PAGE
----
Your Guide to Cinco de Mayo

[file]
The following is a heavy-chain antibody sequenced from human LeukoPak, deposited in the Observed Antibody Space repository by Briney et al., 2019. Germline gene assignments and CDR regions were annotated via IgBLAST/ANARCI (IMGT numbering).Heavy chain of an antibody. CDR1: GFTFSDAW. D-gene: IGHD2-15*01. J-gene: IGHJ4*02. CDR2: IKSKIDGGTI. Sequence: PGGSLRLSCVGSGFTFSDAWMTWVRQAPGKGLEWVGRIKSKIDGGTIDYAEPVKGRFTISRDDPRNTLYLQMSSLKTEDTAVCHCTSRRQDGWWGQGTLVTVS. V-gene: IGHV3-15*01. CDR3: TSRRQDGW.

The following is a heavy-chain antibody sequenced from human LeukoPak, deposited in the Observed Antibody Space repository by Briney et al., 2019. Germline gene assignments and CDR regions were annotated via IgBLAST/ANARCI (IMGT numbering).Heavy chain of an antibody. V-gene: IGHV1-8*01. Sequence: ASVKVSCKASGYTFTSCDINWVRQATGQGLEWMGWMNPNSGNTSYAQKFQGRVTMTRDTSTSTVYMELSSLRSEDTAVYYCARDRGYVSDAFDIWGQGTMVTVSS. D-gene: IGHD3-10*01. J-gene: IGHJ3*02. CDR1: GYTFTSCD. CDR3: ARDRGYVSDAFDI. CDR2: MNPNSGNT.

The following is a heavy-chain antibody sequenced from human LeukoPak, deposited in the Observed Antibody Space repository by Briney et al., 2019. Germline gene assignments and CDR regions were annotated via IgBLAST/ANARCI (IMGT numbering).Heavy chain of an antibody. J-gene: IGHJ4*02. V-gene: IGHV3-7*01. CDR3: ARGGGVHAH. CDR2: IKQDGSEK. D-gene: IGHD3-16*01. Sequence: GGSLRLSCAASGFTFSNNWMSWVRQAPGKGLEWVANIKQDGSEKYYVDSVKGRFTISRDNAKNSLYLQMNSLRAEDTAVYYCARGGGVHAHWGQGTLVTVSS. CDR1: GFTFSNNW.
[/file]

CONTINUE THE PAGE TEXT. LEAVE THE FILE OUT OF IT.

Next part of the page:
Iz Gius May 5. Cinco de Mayo. Everyone’s favorite vaguely-historical, vaguely-racist holiday (not counting St. Patrick’s Day, that is). And even though the annual shenanigans have already passed for 2016, why not take the time to address some common misconceptions about the “celebration” of Mexican culture? “Cinco de Mayo is celebrating Mexico’s Independence Day.” FALSE Mexico’s Independence Day is actually September 16, not May 5. Cinco de Mayo, rather, celebrates a surprising victory of the small, poorly-equipped Mexican army against the powerful French army near Puebla. Although the battle wasn’t particularly significant, strategy-wise (although there are some connections to our very own Civil War, which was happening concurrently) it provided a symbolic victory and morale boost for the Mexican army and people. “Cinco de Mayo is an important holiday in Mexico.” FALSE May 5 marks a closing of all public schools in Mexico, but not much more than that. In the city of Puebla, where the actual battle occurred, there is a larger celebration and parade. On the whole, though, Cinco de Mayo is a much much bigger deal in America than it ever has been in Mexico. “Cinco de Mayo is honoring Mexican-American culture and traditions.” MAYBE On one hand, Cinco de Mayo can be an important opportunity to honor the contributions of Mexican-Americans, support local Mexican-American businesses, or acknowledge the importance of a culture different from your own. There is a long history of Mexican-American unity and celebration behind the holiday. But alcohol corporations capitalizing on Cinco de Mayo solely to rake in profits? Donald Trump and his taco bowl? Or even non-Latino twentysomethings (and dare I say it, Latin students) with sombreros and maracas and margaritas? Maybe not so much. To learn more about the origins of this holiday in the United States, click here.]]>